Shelters and Sanctuaries

Shelters and sanctuaries play an important part in animal welfare. By supporting local police and other forces of law and order and by raising public awareness for the conservation of nature and biodiversity.

Animal welfare

There are many reasons why animals are taken to a shelter or sanctuary. Exotic animals (native and mostly wild animals) are often kept as pets, used in the entertainment businesses (e.g. circuses, audio-visual companies, bars and nightclubs, or part of street entertainment) or kept in dilapidated zoos.

There’s conclusive evidence of the poor conditions of animals kept at zoos that don’t comply to legislations [1] or at circuses that work with animals [2]. Research shows that there’s a real threat concerning the biodiversity and ecology, the health and safety of the buyer, and the health and welfare of the animal when exotic animals are kept and traded [3]. The diversity of exotic animals, which are kept as pets, consist more than a thousand different  species and include invertebrates, amphibians, reptiles, birds and mammals (non-human primates included). Our native wild animal kingdom has suffered irrevocably by the interference of humans and the consequences of air pollution by traffic, destruction of their natural habitats and local climate changes.

A lot of the animals taken in by animal shelters and sanctuaries suffer from severe physical and psychological injuries. Professionally managed shelters and sanctuaries play a specific part in animal welfare. They provide the necessary facilities and specific diet requirements for each species to stimulate natural behaviours, and store a good physical and psychological health.

  • An animal shelter provides short term accommodation, care and rehabilitation while looking for an appropriate and lasting place somewhere else.
  • Rehabilitation centres provide accommodation, care and rehabilitation before releasing the native wild animals back in nature.
  • Sanctuaries provide long term accommodations, care and rehabilitation.

Most facilities combine the different methods.


Forces of law and order

Animal shelters and sanctuaries facilitate not only the individual animal welfare, but play a few other important parts. Although animal shelters and sanctuaries show by their existence alone that there’s a problem in the application of the Animal Welfare Act, the centres also support the national and regional efforts of the police forces by taking in seized animals. It is noticeable that in places where there are no animal shelters or sanctuaries, there are fewer efforts made by the government to stop the illegal trade and the keeping of wild animals. Confiscated animals are used as evidence in smuggling cases and cases of animal cruelty or atrocities. The animal carers at the shelters or sanctuaries serve as expert witnesses and help the police, customs and the authorities with exotic wild animals to prosecute smugglers  people involved with animal abuse. The individual or organization has to believe there’s a clear risk of being caught, that the punishment of the violations is severe and serious, and that the punishment outweighs the benefits of ignoring the restrictions. It’s only then that the law has an effect. By arresting, prosecuting, imprisoning and informing the public about the crime, potential offenders can be stopped. It also facilitates the reporting of criminal activities and hopefully it increases awareness of the fact that trading and keeping exotic animals, and acts of animal cruelty are all criminal acts with consequences. Animal shelters and sanctuaries play an important part in imposing laws about animal welfare by providing a place for confiscated wild animals and by supporting the police forces.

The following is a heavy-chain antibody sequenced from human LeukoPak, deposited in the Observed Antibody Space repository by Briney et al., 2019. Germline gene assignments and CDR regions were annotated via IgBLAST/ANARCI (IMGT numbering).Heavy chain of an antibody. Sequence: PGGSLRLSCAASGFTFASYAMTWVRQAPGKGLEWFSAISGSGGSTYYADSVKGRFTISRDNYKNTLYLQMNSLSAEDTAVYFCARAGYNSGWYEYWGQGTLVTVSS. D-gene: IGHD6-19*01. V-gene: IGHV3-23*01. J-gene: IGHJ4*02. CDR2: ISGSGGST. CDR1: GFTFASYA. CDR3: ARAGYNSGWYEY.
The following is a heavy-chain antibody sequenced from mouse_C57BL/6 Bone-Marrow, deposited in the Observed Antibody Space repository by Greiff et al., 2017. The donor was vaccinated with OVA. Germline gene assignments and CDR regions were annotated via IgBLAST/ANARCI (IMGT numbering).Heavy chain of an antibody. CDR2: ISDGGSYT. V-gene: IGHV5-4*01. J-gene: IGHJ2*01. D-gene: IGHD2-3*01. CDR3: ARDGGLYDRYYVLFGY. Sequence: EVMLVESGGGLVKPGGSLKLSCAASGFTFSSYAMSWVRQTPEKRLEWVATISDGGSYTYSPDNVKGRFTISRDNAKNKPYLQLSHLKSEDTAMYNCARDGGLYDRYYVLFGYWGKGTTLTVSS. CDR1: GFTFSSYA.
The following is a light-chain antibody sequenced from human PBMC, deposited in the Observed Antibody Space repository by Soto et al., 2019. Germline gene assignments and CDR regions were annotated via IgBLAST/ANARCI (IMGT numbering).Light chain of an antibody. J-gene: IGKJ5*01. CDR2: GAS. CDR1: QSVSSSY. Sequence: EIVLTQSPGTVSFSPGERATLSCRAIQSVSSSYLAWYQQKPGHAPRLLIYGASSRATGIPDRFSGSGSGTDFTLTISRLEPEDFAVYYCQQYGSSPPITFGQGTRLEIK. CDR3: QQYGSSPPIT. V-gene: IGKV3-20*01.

Increasing awareness

Locally, the animal shelters and sanctuaries are open to the public, allowing visitors to be informed about the animals and why they were taken to the centres. The importance of education to raise empathy and a better understanding about nature and biodiversity is recognized worldwide. Shelters and sanctuaries are ideal for this purpose, but only if animal welfare remains their top priority. Not all shelters and sanctuaries are open to the public, but can still help to make the people more aware of all this by means of effective communication, networking and participation in campaigns and research.

Nature conservation and biodiversity

Shelters and sanctuaries support nature conservation and biodiversity on a national, regional and international level by supporting the police forces and raising public awareness about these issues. The work of animal shelters and sanctuaries concerning native wildlife can help restore biodiversity by placing the animals back in their natural habitat.